Bookshop owner who became a terrorist

Santoso, Indonesia's most wanted terrorist, used to to run an Islamic bookstore.

In 2012, he declared himself Abu Mus'ab Al-Zarqawi Al Indunesi, or the commander of the East Indonesia Mujahideen Commandos, and declared all-out war on Detachment 88, the country's elite police counter- terrorism unit.

He is believed to have been behind several terrorist attacks, some of which killed police officers and people in Central Sulawesi.

Two years ago, as leader of the East Indonesia Mujahideen (MIT), Santoso pledged allegiance to Abu Bakr al-Baghdadi, the leader of the Islamic State in Iraq and Syria (ISIS).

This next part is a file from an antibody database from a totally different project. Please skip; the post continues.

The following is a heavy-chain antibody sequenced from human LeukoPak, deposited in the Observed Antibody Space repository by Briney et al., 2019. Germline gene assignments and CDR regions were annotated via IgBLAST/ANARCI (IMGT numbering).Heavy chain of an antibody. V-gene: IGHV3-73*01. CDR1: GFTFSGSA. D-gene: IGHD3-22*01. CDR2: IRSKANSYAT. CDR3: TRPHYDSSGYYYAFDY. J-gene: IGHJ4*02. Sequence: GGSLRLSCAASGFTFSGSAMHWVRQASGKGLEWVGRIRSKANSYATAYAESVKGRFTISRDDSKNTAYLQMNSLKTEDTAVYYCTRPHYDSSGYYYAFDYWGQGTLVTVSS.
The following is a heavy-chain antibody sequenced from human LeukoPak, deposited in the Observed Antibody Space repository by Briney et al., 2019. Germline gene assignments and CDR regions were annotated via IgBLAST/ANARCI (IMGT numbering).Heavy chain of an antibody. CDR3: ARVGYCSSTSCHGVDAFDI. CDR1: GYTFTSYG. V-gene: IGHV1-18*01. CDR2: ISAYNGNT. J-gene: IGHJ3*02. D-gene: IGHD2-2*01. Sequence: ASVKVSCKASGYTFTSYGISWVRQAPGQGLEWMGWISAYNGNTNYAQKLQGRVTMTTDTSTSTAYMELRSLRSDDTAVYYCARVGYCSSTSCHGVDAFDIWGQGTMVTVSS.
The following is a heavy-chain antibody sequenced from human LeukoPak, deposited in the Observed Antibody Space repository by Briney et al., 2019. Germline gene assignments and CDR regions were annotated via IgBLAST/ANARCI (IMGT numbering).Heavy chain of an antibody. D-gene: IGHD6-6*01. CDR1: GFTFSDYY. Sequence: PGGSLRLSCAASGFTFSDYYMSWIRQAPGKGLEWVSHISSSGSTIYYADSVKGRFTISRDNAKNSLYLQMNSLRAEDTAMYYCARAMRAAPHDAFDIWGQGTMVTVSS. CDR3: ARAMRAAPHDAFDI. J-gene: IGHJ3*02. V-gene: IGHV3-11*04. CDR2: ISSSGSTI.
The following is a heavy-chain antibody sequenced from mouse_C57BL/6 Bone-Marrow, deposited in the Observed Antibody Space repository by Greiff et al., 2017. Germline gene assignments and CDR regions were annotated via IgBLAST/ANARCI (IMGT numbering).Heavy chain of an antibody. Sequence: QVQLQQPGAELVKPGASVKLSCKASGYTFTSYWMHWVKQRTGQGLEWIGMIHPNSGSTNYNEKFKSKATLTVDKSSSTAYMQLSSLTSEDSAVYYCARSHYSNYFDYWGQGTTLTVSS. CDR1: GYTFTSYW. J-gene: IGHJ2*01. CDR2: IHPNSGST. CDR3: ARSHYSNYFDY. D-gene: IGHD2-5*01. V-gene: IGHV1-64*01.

He is said to have received funds from ISIS and was behind several threats issued last year, including a nine-minute video posted online that called for strikes on the Jakarta police and the presidential palace.

In March, the United States imposed a special terrorist designation on Santoso, opening the way for American law-enforcement action against him.

The Institute for Policy Analysis of Conflict had profiled him as an ambitious, but inexperienced, terrorist. But that had not stopped him from building a following with foreign fighters, such as Uighurs from Xinjiang in China.

Institute for International Peace Building director Taufik Andrie said the MIT would fight on. "They may retaliate... but it may not necessarily be any time soon," he said.

Francis Chan

A version of this article appeared in the print edition of The Straits Times on July 20, 2016, with the headline 'Bookshop owner who became a terrorist'. Print Edition | Subscribe